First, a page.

Black line at gumline
This Chicago Northshore resident complained as a new patient that her recently done crowns did not match her natural teeth nor each other. The floss would shred when used around her dentistry and the gums would bleed. Knowing that bleeding is not normal, she felt that her dentistry did not fit well. Her gums were receeding from around the crowns one year after placement. Some of her new crowns had black lines at the gumline. She dreamed of having a pretty white smile and wanted her dentistry to be easy to clean.
Customized Empress Porcelain Selection
The patient elected to have new dentistry (veneers, crowns or bridges) done to replace or cover over and reshape all of her upper teeth. Our patients have the opportunity to decide how they want their porcelain to look. This patient wanted a bright and white look with less variation in color going from the gum to the edges of her teeth. Translucency in natural teeth often is what creates this variation. These restorations were done without translucency at the patient's request.
Black Gum Line around crown: Edge of crown is dark
Nothing is more unsightly than dark areas visible at the base or margins of your dental crowns. This is especially true if you have a big smile and the dark lines show up in pictures. Dr. James Fondriest explains the mystery behind the black line and explain how you can avoid this issue.
What Causes a Black Line at the Crown Margin?
A dark gray or black ring around base of crown is possible whenever metal is used as a substructure for the crown. Porcelain-fused-to-metal – or PFM crowns have an opaque metal alloy substructure (often called the coping) that seals the tooth and offers support for the ceramic that is stacked and baked on top.
Metal with a low gold content is dark gray and is easily seen if not covered. Even 14-karat gold alloys have a gray color. PFM crowns can be beautifully crafted by a skilled dentist-technician team. Even still, it is much more difficult to keep this type of restoration looking good long-term. Metal gives the crown strength, while the porcelain on top gives it an aesthetically pleasing look.
Gray or black at the gum line can be present if the border (or margin) of the crown is exposed. All-porcelain crowns made with high translucency are more difficult to fabricate, but they do not have any metal, and are therefore often chosen as the most aesthetic option.
Fix Dark Lines at the crown margin with a porcelain butt joint margin
The average PFM crown will have metal at its border. The porcelain does not cover the margin. A higher quality dentist will pay extra for the dental technician (who actually makes the crown) to cut back the metal margin and bake a special “margin porcelain” to seal the crown. This is called a “porcelain butt joint margin”, and Dr. Fondriest routinely requests this feature when communicating with our dental lab. As a result, the gray metal is not visible at the gum line.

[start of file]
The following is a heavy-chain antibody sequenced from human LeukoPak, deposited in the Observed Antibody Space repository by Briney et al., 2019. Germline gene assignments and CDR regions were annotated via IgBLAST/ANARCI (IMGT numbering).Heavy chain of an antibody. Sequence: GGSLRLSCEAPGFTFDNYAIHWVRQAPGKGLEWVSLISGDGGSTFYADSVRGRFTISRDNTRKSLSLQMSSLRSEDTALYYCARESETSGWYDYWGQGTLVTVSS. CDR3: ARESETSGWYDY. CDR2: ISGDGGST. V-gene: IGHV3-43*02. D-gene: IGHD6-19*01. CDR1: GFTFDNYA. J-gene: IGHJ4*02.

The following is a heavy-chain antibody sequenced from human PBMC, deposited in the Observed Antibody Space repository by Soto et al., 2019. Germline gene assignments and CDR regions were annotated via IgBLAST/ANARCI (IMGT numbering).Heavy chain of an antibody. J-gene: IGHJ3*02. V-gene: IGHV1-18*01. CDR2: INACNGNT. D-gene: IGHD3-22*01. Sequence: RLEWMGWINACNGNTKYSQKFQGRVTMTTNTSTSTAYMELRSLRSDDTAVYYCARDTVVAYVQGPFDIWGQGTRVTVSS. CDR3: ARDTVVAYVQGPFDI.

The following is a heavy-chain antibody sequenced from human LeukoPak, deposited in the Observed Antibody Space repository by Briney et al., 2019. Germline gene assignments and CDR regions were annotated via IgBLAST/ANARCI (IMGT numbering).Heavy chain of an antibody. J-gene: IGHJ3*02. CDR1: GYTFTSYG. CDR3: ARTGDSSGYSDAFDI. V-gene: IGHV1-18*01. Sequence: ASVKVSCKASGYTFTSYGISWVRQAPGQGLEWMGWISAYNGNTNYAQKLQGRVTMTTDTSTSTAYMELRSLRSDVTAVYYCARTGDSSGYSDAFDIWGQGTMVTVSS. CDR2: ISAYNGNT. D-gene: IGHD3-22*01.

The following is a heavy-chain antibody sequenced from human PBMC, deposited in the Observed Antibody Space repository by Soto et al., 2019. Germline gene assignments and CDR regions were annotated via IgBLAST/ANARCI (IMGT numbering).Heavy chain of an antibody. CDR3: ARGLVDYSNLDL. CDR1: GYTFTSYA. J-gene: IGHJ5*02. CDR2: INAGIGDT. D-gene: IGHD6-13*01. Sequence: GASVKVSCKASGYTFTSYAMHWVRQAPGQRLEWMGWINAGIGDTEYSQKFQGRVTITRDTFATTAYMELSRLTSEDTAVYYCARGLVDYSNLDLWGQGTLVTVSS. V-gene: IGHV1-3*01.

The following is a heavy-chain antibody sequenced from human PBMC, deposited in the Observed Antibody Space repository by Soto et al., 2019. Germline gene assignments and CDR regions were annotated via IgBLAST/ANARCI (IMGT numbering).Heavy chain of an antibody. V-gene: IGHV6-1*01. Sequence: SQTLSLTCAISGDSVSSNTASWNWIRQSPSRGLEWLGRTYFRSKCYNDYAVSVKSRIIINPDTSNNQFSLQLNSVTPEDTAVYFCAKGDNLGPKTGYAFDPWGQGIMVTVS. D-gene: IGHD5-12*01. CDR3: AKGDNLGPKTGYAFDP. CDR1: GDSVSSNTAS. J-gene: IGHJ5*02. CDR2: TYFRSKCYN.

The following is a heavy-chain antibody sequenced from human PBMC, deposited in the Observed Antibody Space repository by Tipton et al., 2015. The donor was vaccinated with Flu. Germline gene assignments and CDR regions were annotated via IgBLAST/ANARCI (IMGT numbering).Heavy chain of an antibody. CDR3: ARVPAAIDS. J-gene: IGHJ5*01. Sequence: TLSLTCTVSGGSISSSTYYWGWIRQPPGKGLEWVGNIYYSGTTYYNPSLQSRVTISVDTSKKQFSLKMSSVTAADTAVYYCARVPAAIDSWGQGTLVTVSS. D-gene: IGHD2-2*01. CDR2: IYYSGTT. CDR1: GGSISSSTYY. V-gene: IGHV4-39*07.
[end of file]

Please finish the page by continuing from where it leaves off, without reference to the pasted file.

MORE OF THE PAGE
Can High-Quality Crowns Have Dark Gum Lines?
Yes, but not often and it shouldn’t happen for many years. There are four possible scenarios, which we will explore below.
Opacity of metal blocks the light
Teeth are surprisingly translucent. When light hits part of a tooth, the light is bounced around within the entire structure, including the root. The gum is actually illuminated by the lightened root and will appear a lighter shade of pink. If one of the teeth in your smile has a PFM crown (still the most commonly done type of crown), the opaque metallic coping will prevent light from going up the root. The gum (not the crown) will appear darker. A porcelain butt joint margin allows more light in the root but there is still less light going down the root.
Flexure at margin will break the seal
When a patient grinds his or her teeth, large lateral forces are exerted, causing flexure of the teeth. When there is a crown on a tooth, the flexure point will be at the crown margin. Over time, the cement used to seal the margins will slowly break down and begin to leak. Even with the highest quality crowns with porcelain butt margins, if there is leakage, there will eventually be staining.
No contact lens effect
Translucent porcelain can assume a contact lens effect at the margin. This makes margins virtually invisible; even with gum recession. Some types of well-made porcelain crowns can have a darkness at the gum line. This can occur if the crowns were originally made to make the teeth brighter for cosmetic reasons. Porcelain crowns and veneers that are used to brighten the teeth are created using more opaque porcelain to mask the dark tooth below. Opaque porcelain margins do not have a contact lens blending effect and will be visible after gum recession occurs.
Gum Disease or Gum recession exposes the margin
It takes more effort but dentists can tuck the margin of a crown beneath the gum line. This will hide the visual interface between the crown and the tooth root. As we age, our gums can recede. Good oral hygiene may not stop gum recession. In fact, gum tissue recession can affect even the most diligent patients. Five to 20 years after the crown is placed, gum recession may expose the margin. Planning for the future, the margin of the crown is stained by the lab technician to match an assumed shade of the root that the dentist cannot see. Often the optical properties of the crown and root are mismatched.
To learn more, contact us at 847-234-0517.